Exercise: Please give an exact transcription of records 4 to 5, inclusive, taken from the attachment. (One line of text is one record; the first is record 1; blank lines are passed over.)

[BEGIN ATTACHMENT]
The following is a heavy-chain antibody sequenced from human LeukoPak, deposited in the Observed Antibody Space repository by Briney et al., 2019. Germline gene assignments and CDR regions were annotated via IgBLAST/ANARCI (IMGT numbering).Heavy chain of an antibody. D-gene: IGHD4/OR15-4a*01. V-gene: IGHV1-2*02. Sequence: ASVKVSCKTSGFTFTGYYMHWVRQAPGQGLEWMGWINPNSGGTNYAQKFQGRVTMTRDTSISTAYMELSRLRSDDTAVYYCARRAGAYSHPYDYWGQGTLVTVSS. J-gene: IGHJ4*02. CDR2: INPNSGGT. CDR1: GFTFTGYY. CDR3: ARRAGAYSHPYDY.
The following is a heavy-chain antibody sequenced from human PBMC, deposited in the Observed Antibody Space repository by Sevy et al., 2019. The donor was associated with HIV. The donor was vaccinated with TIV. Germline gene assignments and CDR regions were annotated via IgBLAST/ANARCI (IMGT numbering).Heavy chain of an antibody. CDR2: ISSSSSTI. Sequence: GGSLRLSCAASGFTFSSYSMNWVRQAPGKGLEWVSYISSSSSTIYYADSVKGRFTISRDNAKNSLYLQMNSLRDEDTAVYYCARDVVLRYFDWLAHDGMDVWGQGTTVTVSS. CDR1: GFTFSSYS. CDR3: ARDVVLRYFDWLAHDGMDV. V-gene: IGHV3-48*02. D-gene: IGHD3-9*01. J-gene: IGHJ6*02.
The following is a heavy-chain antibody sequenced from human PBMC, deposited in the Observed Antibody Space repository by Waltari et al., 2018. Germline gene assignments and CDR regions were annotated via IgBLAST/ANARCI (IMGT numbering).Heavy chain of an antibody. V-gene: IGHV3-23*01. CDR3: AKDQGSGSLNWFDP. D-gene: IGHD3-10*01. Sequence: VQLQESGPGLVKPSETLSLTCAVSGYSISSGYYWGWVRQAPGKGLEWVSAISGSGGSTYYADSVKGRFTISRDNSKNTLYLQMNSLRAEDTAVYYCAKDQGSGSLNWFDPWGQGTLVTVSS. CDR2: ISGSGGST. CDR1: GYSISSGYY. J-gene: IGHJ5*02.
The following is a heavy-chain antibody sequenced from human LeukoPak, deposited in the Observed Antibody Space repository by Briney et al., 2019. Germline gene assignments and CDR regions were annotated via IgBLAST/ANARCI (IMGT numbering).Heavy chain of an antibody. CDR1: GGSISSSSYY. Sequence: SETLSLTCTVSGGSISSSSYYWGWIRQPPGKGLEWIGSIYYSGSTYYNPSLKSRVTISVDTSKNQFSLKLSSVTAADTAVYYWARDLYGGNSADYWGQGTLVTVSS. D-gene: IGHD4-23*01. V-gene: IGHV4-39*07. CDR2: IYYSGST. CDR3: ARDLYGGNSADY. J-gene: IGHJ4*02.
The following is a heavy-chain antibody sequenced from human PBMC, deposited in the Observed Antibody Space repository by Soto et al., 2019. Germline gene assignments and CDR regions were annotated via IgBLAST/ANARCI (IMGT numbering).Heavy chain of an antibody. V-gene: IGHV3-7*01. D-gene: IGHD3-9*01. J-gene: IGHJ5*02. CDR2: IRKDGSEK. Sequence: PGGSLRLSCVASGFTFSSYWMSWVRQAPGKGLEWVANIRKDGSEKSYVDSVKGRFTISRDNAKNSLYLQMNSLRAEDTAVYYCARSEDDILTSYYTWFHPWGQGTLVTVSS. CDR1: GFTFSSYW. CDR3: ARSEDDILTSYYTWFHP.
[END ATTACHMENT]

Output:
The following is a heavy-chain antibody sequenced from human LeukoPak, deposited in the Observed Antibody Space repository by Briney et al., 2019. Germline gene assignments and CDR regions were annotated via IgBLAST/ANARCI (IMGT numbering).Heavy chain of an antibody. CDR1: GGSISSSSYY. Sequence: SETLSLTCTVSGGSISSSSYYWGWIRQPPGKGLEWIGSIYYSGSTYYNPSLKSRVTISVDTSKNQFSLKLSSVTAADTAVYYWARDLYGGNSADYWGQGTLVTVSS. D-gene: IGHD4-23*01. V-gene: IGHV4-39*07. CDR2: IYYSGST. CDR3: ARDLYGGNSADY. J-gene: IGHJ4*02.
The following is a heavy-chain antibody sequenced from human PBMC, deposited in the Observed Antibody Space repository by Soto et al., 2019. Germline gene assignments and CDR regions were annotated via IgBLAST/ANARCI (IMGT numbering).Heavy chain of an antibody. V-gene: IGHV3-7*01. D-gene: IGHD3-9*01. J-gene: IGHJ5*02. CDR2: IRKDGSEK. Sequence: PGGSLRLSCVASGFTFSSYWMSWVRQAPGKGLEWVANIRKDGSEKSYVDSVKGRFTISRDNAKNSLYLQMNSLRAEDTAVYYCARSEDDILTSYYTWFHPWGQGTLVTVSS. CDR1: GFTFSSYW. CDR3: ARSEDDILTSYYTWFHP.